Students hoping to break into the world of advertising learned some of the tricks of the trade Tuesday night.
Brad Brinegar, chair and CEO of McKinney, an independent advertising agency based in Durham, spoke to a group of students about his career as the second speaker of the Duke Marketing Club’s CEO Speaker Series. McKinney’s clients include Sherwin Williams, Nationwide Insurance and Nike.
After receiving his undergraduate degree in anthropology from Dartmouth and completing an MBA in finance at Columbia Graduate School of Business, Brinegar began his advertising career at the Leo Burnett USA agency in 1979. Twenty-one years later, Brinegar became the CEO.
In 2002, Brinegar moved to the Triangle to lead McKinney as CEO and chairman.
Brinegar said that when he was first offered the position of CEO, he declined and offered instead to buy the company—an offer that was denied. Brinegar said he joined the company anyway as McKinney was the right “Petri dish” in which to create an agency that would thrive in the digital world.
Senior Christine Hall, president of the Duke Marketing Club, said Brinegar was chosen to be part of the speaker series because of McKinney’s desire to create a greater partnership with Duke students looking to pursue a career in advertising.
“I loved hearing about how the landscape of the industry is changing,” said Hall, who is also The Chronicle’s creative services student manager. “It really is a crucial time for new grads to jump into the field.”
After showing an old “Got milk?” commercial, one of Brinegar’s “all-time favorite pieces of advertising,” he discussed how advertising is about more than just increasing business for clients.
“I don’t believe that creativity and business results live apart,” he said. “The only point of the thing we do is to [connect with our audience].”
In another video during the presentation, Brinegar described his company’s founding philosophy—successful advertising is all about emotional connection.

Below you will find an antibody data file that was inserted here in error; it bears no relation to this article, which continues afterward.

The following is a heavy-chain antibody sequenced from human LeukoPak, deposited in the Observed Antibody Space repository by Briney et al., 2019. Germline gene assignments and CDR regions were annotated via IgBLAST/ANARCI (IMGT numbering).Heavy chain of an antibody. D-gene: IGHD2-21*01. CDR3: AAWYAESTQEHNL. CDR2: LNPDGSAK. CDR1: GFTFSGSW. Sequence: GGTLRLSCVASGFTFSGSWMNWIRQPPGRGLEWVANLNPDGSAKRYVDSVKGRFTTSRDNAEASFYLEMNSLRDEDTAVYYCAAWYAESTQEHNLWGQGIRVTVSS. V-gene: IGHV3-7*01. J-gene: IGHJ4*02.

“’I’m not sure that I really care about what people think about my brand because I know that most of the decisions [consumers] make have nothing to do with thinking,” he said. “If you’re not catching people emotionally, you’re not going to catch them at all.”
Brinegar added that McKinney creates “an irrational attachment between people and brands.” This attachment is facilitated by advertisements, which lead consumers to favor one brand over the other in the marketplace setting. Most purchases come down to “why should I buy it from you,” he noted.
“The brands that dominate are brands that touch you and connect with you in ways that others don’t,” he said. “That’s why Nike is twice as big as Reebok, [but] they’re selling the same thing.”
Reinvention, Brinegar added, is also an essential component to McKinney’s success.
“Everyday [while] something is going well, a crisis is around the corner,” he said. “We’re constantly challenging the status quo.... We really believe there is a fundamental change going on everyday in our business. That’s what makes it so exciting.”
Brinegar concluded his presentation by commenting on the increasingly fast pace of technological advancement and the uncertain future of the advertising industry.
“I don’t know what the right move is for tomorrow.... We have to say ‘Let’s put 20 hooks in the water and see what happens,” he said. “I know that 19 of them are going to come back dry, but whatever comes back on that one hook is what’s going to propel us forward. “
Senior Anita Raheja, vice president and director of exposure of the Duke Marketing Club, said she appreciated hearing about Brinegar’s unconventional career path.
“[Brinegar] showed that if you want [a career in advertising] and that’s your goal, you can get to it in several ways,” she said. “He showed that a company is not comprised of just one type of person.”
Get The Chronicle straight to your inbox
Signup for our weekly newsletter. Cancel at any time.